Distractions are by no means the only scenario dependent on temporal tactics. A scout unit can duck back behind cover before being fired upon or only risk inaccurate snap shots from enemies. A fast unit can outdraw an enemy, knocking his aim off before he can fire, or fire a snap shot and move behind cover while the enemy is still making an aimed shot. Defenders could cover a particular location on the assumption an enemy will appear there, lowering their time to fire. This would greatly increase their chance to successfully attack a target appearing there, but at the cost of being less aware of their surroundings and growing tired from holding the weapon in firing position.
Sequential TB systems provide for minimising a unit’s spatial profile but not its temporal one, yet both these abilities are among the most important in combat. It’s not that sequential TB is missing the single tactic of minimising a unit’s temporal profile - it’s that sequential TB is missing a fundamental tactical element from which tactics themselves are built.
Tactics Require Consideration of Current Enemy Actions
A CA system can have more depth than a sequential action system due to the player having to account for enemy actions while planning his own side’s actions. In a sequential action game the player’s choice of next action is decided by the state of the game world at that instant, the amount of APs left and what the enemy may be able to do after the action is complete. It does not include what the enemy may do while the unit is performing the action because the enemy is not allowed to do anything until the action is complete.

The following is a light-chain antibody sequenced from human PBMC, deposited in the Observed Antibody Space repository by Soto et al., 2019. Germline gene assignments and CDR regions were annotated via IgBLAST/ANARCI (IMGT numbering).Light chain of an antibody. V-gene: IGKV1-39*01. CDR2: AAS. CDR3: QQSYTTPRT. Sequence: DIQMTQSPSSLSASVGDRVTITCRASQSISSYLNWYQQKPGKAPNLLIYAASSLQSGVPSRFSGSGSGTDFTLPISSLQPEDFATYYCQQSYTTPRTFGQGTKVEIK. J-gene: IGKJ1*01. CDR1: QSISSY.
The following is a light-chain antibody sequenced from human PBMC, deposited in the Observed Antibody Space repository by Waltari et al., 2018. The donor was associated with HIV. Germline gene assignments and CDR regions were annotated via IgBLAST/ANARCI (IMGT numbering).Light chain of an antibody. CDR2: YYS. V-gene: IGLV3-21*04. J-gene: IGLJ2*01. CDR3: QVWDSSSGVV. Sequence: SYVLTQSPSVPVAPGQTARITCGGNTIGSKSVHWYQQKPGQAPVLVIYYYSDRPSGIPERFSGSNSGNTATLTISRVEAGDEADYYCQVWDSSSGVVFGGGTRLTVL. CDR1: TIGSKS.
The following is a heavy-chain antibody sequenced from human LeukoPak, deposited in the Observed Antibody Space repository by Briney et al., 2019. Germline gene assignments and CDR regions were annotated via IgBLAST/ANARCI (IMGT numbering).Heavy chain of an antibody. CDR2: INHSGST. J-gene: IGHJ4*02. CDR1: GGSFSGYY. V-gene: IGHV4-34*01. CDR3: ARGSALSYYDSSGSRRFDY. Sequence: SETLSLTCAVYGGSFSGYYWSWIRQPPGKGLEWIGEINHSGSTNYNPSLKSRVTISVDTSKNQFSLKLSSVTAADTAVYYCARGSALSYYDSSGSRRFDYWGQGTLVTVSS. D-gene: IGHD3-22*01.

Reloading a weapon in a sequential system costs APs and possibly the chance of an interrupt afterwards, but in a CA system the player has to consider what the enemy will be doing during the reloading time – they could be storming the unit’s location, setting up better firing positions or preparing to throw a grenade. In a sequential system the enemy cannot do any of these things unless they interrupt after the reloading action is complete, and in every existing system they cannot interrupt unless they can see the reloading unit. This feature of a CA system brings much more tension to the game world as simply being out of sight does not limit the enemy’s ability to act.
A CA game avoids the dependence on gaining focus as every unit can be given new orders at any time. The time length (AP cost) of orders is also more important than just determining how many APs will remain after the order. These combined means the player must deal with what the enemy is doing while his own units are performing actions and plan accordingly, something that is missing from sequential action TB games.
Combined Unit Actions
Combined unit actions are another tactical element that can be better simulated in a multiple action system. This could allow for things such as confusing the enemy by storming a room from every direction. In programming terms this could be done by making the units aware of Points of Interest (PoI), such as seeing movement or hearing a door opening. A single PoI attracts the attention of the unit, but when confronted with multiple PoIs they get confused and react slower, fire less accurately and so on, which can give that side the advantage needed to be successful. Units with better reactions and perception would be less affected by multiple PoIs.